The William G. Jackson Center for Teaching and Learning seeks input for the finalists. Comments on the nominees are due by Monday, March 26, and can be completed online. The process for determining the Distinguished Teaching Award recipients from this list of finalists also involves the additional surveying of their spring classes.

The selection committee makes the final determination of the award recipients. The 2018 Distinguished Teaching Awards will be formally announced in May.

Professor Emerita, Janice Glime, honored by International Association of Bryologists.

Image22The International Association of Bryologists dedicated its most recent issue of Bryophyte Diversity and Evolution to Janice Glime, professor emerita of biological sciences.

Bryophytes, seedless plants without specialized water-conducting tissues, include mosses, liverworts and hornworts.

In making the dedication, the IAB wrote, “The Association and the contributing authors wish to recognize the significant contributions you have made to bryophyte biology, through your exemplary service and dedication to developing an online discussion medium, and also your exemplary scholarly contributions, in particular your book on bryophyte ecology.”

In addition, two new species are named for Glime in the issue. Read the issue here. The book is also available through Digital Commons through the Michigan Tech library.

Local Students Win Portage Health Foundation Making a Difference Scholarships to Michigan Tech

1491240303Four students who are entering Michigan Tech this fall to pursue health-related careers have received $8,000 Making a Difference scholarships from the Portage Health Foundation. Another 10 entering first-year students received $1,000 awards.

 

The $8,000 scholarships went to:

  • Peter Alger, Houghton, computer engineering
  • Alexa Destrampe, Lake Linden, exercise science
  • Hannah Kariniemi, Calumet, biological sciences
  • Karmyn Polakowski, Houghton, biological sciences

Receiving $1,000 scholarships were:

  • Blake Dupuis, Lake Linden, exercise science
  • Lauren Gabe, L’Anse, biological sciences
  • Austin Goudge, Houghton, medical laboratory science
  • Bella Nutini, Hancock, exercise science
  • Celia Peterson, Calumet, biomedical engineering
  • Anna Pietila, L’Anse, biological sciences
  • Lindsay Sandell, Houghton, biomedical engineering
  • Brooke Tienhaara, Calumet, biological sciences
  • Nicholas Walli, Finlandia University, biological sciences
  • Sloane Zenner, Houghton, mechanical engineering

The students are from Houghton, Keweenaw, Baraga or Ontonagon counties.

The 14 recipients of the 2017 awards have an average GPA of 3.81. Their interests reflect a broad spectrum of majors including biological sciences, exercise science, biomedical engineering, computer engineering, medical laboratory science and mechanical engineering. The scholarship winners flip Michigan Tech’s male to female ratio of 3:1, with 10 female and 4 male recipients.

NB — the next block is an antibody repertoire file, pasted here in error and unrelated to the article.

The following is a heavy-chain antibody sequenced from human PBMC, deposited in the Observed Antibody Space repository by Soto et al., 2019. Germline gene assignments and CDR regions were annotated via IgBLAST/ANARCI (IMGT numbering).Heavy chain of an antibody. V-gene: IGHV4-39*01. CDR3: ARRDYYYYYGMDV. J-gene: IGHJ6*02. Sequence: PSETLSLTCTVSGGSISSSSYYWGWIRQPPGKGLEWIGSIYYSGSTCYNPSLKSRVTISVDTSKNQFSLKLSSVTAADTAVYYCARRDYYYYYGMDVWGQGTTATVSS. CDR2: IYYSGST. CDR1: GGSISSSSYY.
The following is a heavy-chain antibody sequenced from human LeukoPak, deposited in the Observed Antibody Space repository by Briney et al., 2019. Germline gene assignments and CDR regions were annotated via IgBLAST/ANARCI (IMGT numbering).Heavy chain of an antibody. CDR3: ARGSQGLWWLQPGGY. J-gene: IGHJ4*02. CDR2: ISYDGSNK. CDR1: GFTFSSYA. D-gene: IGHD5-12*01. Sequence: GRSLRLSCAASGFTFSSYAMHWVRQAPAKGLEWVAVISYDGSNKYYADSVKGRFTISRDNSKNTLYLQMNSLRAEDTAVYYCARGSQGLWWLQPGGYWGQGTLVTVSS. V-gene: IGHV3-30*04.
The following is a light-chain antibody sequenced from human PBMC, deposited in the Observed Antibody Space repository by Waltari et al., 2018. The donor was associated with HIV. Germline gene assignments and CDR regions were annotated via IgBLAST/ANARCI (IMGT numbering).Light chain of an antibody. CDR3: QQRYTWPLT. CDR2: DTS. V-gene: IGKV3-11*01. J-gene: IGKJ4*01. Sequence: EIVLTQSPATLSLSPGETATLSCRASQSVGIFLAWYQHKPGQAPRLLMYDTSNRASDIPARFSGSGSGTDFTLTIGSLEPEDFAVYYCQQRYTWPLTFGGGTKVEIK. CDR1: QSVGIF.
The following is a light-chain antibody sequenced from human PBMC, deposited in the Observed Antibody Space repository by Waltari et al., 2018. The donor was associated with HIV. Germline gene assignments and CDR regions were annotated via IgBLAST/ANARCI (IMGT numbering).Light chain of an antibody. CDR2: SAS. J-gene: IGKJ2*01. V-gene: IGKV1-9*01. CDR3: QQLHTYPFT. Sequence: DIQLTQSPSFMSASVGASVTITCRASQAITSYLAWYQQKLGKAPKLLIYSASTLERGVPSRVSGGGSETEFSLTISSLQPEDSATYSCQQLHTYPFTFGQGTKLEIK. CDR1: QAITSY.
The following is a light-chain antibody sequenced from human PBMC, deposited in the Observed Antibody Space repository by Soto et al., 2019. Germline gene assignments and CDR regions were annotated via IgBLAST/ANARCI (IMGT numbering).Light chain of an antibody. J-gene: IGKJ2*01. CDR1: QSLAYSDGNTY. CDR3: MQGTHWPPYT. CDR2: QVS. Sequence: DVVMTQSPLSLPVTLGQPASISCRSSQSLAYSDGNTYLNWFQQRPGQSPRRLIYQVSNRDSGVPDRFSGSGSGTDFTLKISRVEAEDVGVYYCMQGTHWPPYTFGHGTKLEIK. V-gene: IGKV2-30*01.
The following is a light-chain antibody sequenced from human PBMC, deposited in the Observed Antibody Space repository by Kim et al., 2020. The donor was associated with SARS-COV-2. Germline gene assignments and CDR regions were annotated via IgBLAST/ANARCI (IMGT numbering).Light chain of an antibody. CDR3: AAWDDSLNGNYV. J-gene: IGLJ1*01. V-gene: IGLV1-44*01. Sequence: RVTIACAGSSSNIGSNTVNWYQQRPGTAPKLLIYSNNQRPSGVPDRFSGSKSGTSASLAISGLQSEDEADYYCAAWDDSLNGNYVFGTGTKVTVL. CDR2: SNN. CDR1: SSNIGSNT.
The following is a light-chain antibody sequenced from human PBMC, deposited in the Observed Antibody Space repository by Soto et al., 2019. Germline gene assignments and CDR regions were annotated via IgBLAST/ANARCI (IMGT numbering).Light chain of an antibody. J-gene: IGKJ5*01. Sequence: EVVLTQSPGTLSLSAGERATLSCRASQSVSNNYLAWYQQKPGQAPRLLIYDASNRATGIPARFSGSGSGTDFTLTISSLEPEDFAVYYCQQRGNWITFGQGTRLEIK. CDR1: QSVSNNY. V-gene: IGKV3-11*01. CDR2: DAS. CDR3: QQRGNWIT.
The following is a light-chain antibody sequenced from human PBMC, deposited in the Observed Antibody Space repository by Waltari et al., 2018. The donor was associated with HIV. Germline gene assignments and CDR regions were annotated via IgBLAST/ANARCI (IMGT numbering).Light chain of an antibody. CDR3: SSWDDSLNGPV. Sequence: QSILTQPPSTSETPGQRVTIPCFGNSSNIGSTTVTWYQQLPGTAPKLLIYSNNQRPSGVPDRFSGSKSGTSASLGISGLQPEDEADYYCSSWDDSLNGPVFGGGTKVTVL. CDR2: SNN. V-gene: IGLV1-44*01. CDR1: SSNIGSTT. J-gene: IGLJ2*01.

The scholarships are part of a Michigan Tech-Portage Health Foundation partnership established in 2015 to support health-related research and education, jobs and community health. The scholarships were first awarded in 2016.

“The awards reflect the high-caliber student talent we have locally, thanks to exceptional schools, outreach programming and parent support,” says Jodi Lehman, director of foundations at Michigan Tech. “We know that student talent is key in supporting the success of college peers and inspiring K-12 students to pursue health science and engineering pathways.

The Portage Health Foundation and Michigan Tech share the long-term goal of retaining or recruiting back local workforce talent — whether that be orthodontists, doctors, physical therapists, orthopedic surgeons, biomedical engineers or professionals in the field of medical informatics. Scholarships ultimately play a critical role in helping to grow our local economy while fostering healthy communities.”

At a dinner for finalists, the scholarship recipients heard from current students also supported by the Portage Health Foundation through the Undergraduate Research Internship Program (URIP). Both speakers shared their internship experiences and career goals.

Read the full story.

Michigan Space Grant Consortium Award Recipients Announced

K NevorskiBiology student Kevin Nevorski received $5,000 in funding through the Michigan Space Grant Consortium (MSGC), sponsored by the National Aeronautics and Space Administration (NASA) for the 2017-18 funding cycle. Nevorski worked with Amy Marcarelli on this project, “Nitrogen in Space: An Examination of How Nitrogen Cycle Processes are Related in Streams and How Those Processes are Influenced at Multiple Special Scales”. Kevin earned his MS and BS from Central Michigan University before joining the Marcarelli lab in 2016 as a PhD student as part of the NSF CAREER project.

NASA implemented the National Space Grant College and Fellowship Program in 1989 to provide funding for research, education and public outreach in space-related science and technology. The program has 52 university-based consortia in the United States and Puerto Rico.

As an affiliate of the Michigan Consortium, Michigan Tech has been an active participant in MSGC for approximately 20 years. MSGC funding is administered through Michigan Tech’s Pavlis Honors College.

For more information, contact Paige Hackney in the Pavlis Honors College at 7-4371 or visit the MSGC website.

Morin finalist Distinguished Teaching Awards

image77518-persThe William G. Jackson Center for Teaching and Learning seeks input for its annual Distinguished Teaching Awards, which recognize outstanding contributions to the instructional mission of the University.

Based on more than 50,000 student ratings of instruction responses, ten finalists have been identified for the 2017 awards. The selection committee is soliciting comments from students, staff, faculty and alumni to aid in deliberation.

Brigitte Morin is a finalist in the Assistant Professor/Lecturer/Professor of Practice Category